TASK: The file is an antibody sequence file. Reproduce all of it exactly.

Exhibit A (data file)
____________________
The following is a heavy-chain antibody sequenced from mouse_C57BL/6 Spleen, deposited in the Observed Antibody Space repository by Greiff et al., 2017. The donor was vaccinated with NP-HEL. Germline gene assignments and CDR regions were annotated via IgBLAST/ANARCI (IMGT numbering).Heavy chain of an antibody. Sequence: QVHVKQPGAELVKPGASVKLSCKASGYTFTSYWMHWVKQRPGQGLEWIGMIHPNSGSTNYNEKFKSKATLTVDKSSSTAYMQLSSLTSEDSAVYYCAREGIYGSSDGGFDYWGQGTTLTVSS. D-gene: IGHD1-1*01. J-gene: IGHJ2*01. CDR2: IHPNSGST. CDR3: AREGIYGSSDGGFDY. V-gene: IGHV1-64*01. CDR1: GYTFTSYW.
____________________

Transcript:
The following is a heavy-chain antibody sequenced from mouse_C57BL/6 Spleen, deposited in the Observed Antibody Space repository by Greiff et al., 2017. The donor was vaccinated with NP-HEL. Germline gene assignments and CDR regions were annotated via IgBLAST/ANARCI (IMGT numbering).Heavy chain of an antibody. Sequence: QVHVKQPGAELVKPGASVKLSCKASGYTFTSYWMHWVKQRPGQGLEWIGMIHPNSGSTNYNEKFKSKATLTVDKSSSTAYMQLSSLTSEDSAVYYCAREGIYGSSDGGFDYWGQGTTLTVSS. D-gene: IGHD1-1*01. J-gene: IGHJ2*01. CDR2: IHPNSGST. CDR3: AREGIYGSSDGGFDY. V-gene: IGHV1-64*01. CDR1: GYTFTSYW.